SL: That’s an interesting question. Well, let me turn it around to ask: what is the unique thing that you can see in Orthodox Christianity that is maybe not as clear in other religious traditions? On the one hand, the study of the senses is very important, and we were very much interested in that, but we also always found ourselves pointed back to the institution and the community of the Church. I think in some other contexts, it can be relatively easy to study prayer as this kind of individual activity, this way that people bring out their own innermost wishes or thoughts and bring them up to God. Or a way that people develop themselves and work on themselves ethically, as in a lot of current research on spirituality and self-development. In Orthodox Christianity, I think all of that happens, but I think it is also always very clear that people develop their own styles and preferences and experiences of prayer in relation to this very strong authorizing discourse of the institution. Being Orthodox means that you are part of a tradition of prayer and theological debate. So we understand the Orthodox Church in some ways as Talad Asad talks about Islam, as a discursive tradition. It’s a tradition in which people have argued, people have had all kinds of positions, but in order to do something and call it Orthodox you always have to be able to tie it to somebody’s authoritative position, the position of one of the church fathers, even though maybe all of the other church fathers disagreed with it. The strength of the institution and its authorizing discourses for people’s experience of what is proper and effective prayer, that is something that sometimes can be forgotten in the sensory turn in recent years. The Orthodox Church brings the two perspectives together by showing that yes, the sensory media are very important, and people use them in all sorts of creative ways that are not necessarily authorized by the institution, but they are also always very conscious of their placement in this hierarchy of experts, of the need to get the blessing of your priest in order to do a certain sequence of prayers.
JLH: How does your work on anti-abortion activists in Russia relate to these tensions between the individual and the institutional?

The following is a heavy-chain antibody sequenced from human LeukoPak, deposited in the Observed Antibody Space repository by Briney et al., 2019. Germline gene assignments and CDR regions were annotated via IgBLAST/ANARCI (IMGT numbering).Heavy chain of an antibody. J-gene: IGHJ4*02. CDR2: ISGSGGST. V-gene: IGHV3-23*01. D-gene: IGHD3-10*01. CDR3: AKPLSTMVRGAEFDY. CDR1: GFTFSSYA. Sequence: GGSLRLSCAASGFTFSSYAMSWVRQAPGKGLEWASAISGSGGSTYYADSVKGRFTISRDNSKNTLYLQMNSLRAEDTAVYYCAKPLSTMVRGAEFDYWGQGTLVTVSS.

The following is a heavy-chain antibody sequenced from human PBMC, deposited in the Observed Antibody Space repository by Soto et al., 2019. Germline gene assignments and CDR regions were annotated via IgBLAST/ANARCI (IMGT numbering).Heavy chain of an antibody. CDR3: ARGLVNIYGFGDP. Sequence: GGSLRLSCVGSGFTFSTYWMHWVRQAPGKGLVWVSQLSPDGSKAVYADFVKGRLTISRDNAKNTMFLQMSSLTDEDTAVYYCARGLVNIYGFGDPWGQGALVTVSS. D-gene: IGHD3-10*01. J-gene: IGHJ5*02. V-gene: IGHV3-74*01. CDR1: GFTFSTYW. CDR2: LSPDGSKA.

SL: The paradox of the issue of abortion in Russia is that the Russian Orthodox Church nowadays very strongly opposes it and the state is also starting to become more critical of it, mainly because of concerns with the birthrate. On the one hand the church is very opposed to abortion, on the other hand, abortion was the method of fertility control in the Soviet Union. So pretty much any woman you meet who is over 40 or 50, unless she had fertility problems, or she didn’t have a heterosexual partner, she will have had multiple abortions. These elderly and middle-aged-women are also the main support of any Russian Orthodox congregation. Just like in the United States, Christianity is very feminized and dominated by older people. So the church is telling its most faithful parishioners that they’re terrible sinners who have to repent of these murders that they committed during their youth. But the church is also developing these rituals that you can do to expiate your past abortions. And that is often where prayer comes in. There is an icon that has been created of what is known as the slaughter of the innocents in the West, the incident where King Herod had all these children under two killed in the attempt to kill Jesus, that has been adopted as kind of the symbol of aborted fetuses. There was no traditional iconographic depiction of that scene in its own right. I actually interviewed the iconographer who in the 1990s wrote the first full-size prayer icon of this episode in consultation with a priest. So there are these new prayer media, and there are also official prayers that the church recommends women say for their aborted fetuses. But then there are also ways in which women actually pray for aborted fetuses. The main difference between them is whether or not the women come up with a name for the aborted fetus. The church very emphatically says no, because the only way that a name can be conferred is through baptism, and of course having died before being able to live outside the womb, it is not possible for these children to have been baptized. Whereas there are these unofficial rites that are coming up, by which you actually sort of posthumously baptize your aborted fetus, and then you have a name that allows you to participate in official church prayer. So again, that’s a place where we see that the sensory media and experience is one thing, but the little mark of institutional belonging—do you actually have a baptismal name for someone you want to pray for or not—can become very important in the minds of laypeople, more important than the whole long text that might be around it.